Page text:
By Adam Bunch

Timothy Leary’s Millbrook Commune (left); Toronto Police shut down the Last Pogo at the Horseshoe Tavern (right)

MAYNARD FERGUSON DROPS ACID

In the early 1960s, Montreal’s Maynard Ferguson was one of the most famous trumpet players in the world. Soon, as one of the very first musicians to ever drop acid, he would also be one of the most stoned.

Ferguson was friends with Timothy Leary, a Harvard University professor who was doing research into the possibility of using psychedelic drugs as a way to expand consciousness. Leary believed that, with professional psychiatric guidance, drug trips could be used as a way of improving the lives of his patients – for instance, to treat alcoholism or reform convicted criminals. He would become most famous for his use of LSD, but his earliest experiments focused on magic mushrooms. In fact, Leary wouldn’t drop acid for the first time until 1962.

Maynard Ferguson was there when he did. In fact, Ferguson tried it first. Another Harvard professor showed up one night with some LSD-laced cake in a mayonnaise jar. Ferguson and his wife tried it and enjoyed it so much that Leary – who wasn’t convinced at first – joined in. It was a landmark in the history of drugs, sparking one of the most famous periods of psychedelic experimentation ever, and Ferguson was there for much of it.

In fact, during this week in 1963, Ferguson and his wife had just moved their entire family, with four kids, to live at Leary’s commune in New York State. Their daughter Lisa would later describe life there as “a fairy tale epic. I suddenly had this huge playground of forests and lakes and fields of sunflowers and corn. All the structures had been built to resemble Bavarian fairytale castles, exactly like the ones you had seen in all your favourite bedtime stories. There were waterfalls and deer roamed the property.”

Residents and visitors to the commune included some of the most famous musicians, writers and artists of their time: Allen Ginsberg, Charles Mingus, William S. Burroughs, Ornette Coleman and Aldous Huxley, among others. Ferguson would even end up making an appearance in The Electric Kool-Aid Acid Test after Ken Kesey and the Merry Pranksters showed up with the author Tom Wolfe in tow.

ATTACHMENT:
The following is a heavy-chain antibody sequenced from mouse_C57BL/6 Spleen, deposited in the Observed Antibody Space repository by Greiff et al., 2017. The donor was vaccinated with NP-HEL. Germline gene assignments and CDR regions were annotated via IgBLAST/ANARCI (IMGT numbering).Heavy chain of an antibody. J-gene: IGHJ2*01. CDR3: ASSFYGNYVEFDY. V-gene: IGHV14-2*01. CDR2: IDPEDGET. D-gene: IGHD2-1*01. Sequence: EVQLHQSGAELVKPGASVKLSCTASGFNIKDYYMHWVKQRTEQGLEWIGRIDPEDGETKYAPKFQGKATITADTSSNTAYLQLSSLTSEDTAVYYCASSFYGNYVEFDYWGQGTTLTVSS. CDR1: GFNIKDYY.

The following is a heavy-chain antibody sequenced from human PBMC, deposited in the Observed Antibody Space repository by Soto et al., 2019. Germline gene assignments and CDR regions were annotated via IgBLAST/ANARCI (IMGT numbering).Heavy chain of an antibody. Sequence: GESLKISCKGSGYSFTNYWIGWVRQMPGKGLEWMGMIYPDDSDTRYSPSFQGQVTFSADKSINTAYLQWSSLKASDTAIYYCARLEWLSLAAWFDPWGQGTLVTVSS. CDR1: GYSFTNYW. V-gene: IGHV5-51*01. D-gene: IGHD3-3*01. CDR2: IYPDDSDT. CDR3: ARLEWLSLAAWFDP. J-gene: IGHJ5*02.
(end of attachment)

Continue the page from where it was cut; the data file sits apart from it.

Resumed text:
The three years that Ferguson spent living at the commune became a turning point in his career. His experiences there helped to inspire a year spent living in India. When he came back, he helped to pioneer a new genre of music fusing jazz with psychedelic rock. It became one more stage in a career that spanned all the way from the swing music of the 1930s to his death in 2006. He was inducted into the Canadian Music Hall of Fame in 1997.

MAYNARD FERGUSON PLAYS “BIRDLAND”

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THE DEATH OF PUNK IN TORONTO

It was billed as “the last punk rock concert in Toronto.” During this week in 1978, the Last Pogo was held at one of the city’s oldest and most respected music venues, the Horseshoe Tavern on Queen Street West. On the bill were some of the best bands from the punk scene that had been pogoing and spitting and bleeding their way through the city’s downtown music venues over the previous few years: The Viletones, Teenage Head, The Scenics, The Ugly and more.

When a riot broke out and the cops shut the whole thing down, the show became something of a Toronto legend – a quarter of a century later, it’s still a famous story – and filmmaker Colin Brunton was there to capture it all on film. Earlier this year, he released a brand new documentary – The Last Pogo Jumps Again – telling the story of that punk scene and the bands that helped to make Toronto one of the most exciting music hubs on the planet.

While that original punk scene might be long dead, the city now has a new generation of bands taking up the mantle of loud and raucous rock: from Fucked Up to Metz to PUP.